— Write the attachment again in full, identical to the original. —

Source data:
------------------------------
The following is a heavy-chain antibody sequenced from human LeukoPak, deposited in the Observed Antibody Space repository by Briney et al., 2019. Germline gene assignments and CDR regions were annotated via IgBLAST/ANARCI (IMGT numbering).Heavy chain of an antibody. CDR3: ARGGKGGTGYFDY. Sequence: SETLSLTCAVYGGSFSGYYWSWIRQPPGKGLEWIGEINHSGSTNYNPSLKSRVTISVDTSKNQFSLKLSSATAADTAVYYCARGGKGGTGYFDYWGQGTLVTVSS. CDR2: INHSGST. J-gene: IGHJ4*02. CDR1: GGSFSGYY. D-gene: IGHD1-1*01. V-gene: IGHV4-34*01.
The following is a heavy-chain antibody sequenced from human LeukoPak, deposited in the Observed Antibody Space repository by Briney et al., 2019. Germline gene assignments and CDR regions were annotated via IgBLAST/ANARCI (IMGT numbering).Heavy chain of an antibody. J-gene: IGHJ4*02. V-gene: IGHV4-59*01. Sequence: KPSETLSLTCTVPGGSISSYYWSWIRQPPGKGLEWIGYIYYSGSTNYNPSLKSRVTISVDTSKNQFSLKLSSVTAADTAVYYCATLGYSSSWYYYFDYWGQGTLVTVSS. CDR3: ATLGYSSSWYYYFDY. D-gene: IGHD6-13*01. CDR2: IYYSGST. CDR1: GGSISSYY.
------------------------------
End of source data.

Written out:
The following is a heavy-chain antibody sequenced from human LeukoPak, deposited in the Observed Antibody Space repository by Briney et al., 2019. Germline gene assignments and CDR regions were annotated via IgBLAST/ANARCI (IMGT numbering).Heavy chain of an antibody. CDR3: ARGGKGGTGYFDY. Sequence: SETLSLTCAVYGGSFSGYYWSWIRQPPGKGLEWIGEINHSGSTNYNPSLKSRVTISVDTSKNQFSLKLSSATAADTAVYYCARGGKGGTGYFDYWGQGTLVTVSS. CDR2: INHSGST. J-gene: IGHJ4*02. CDR1: GGSFSGYY. D-gene: IGHD1-1*01. V-gene: IGHV4-34*01.
The following is a heavy-chain antibody sequenced from human LeukoPak, deposited in the Observed Antibody Space repository by Briney et al., 2019. Germline gene assignments and CDR regions were annotated via IgBLAST/ANARCI (IMGT numbering).Heavy chain of an antibody. J-gene: IGHJ4*02. V-gene: IGHV4-59*01. Sequence: KPSETLSLTCTVPGGSISSYYWSWIRQPPGKGLEWIGYIYYSGSTNYNPSLKSRVTISVDTSKNQFSLKLSSVTAADTAVYYCATLGYSSSWYYYFDYWGQGTLVTVSS. CDR3: ATLGYSSSWYYYFDY. D-gene: IGHD6-13*01. CDR2: IYYSGST. CDR1: GGSISSYY.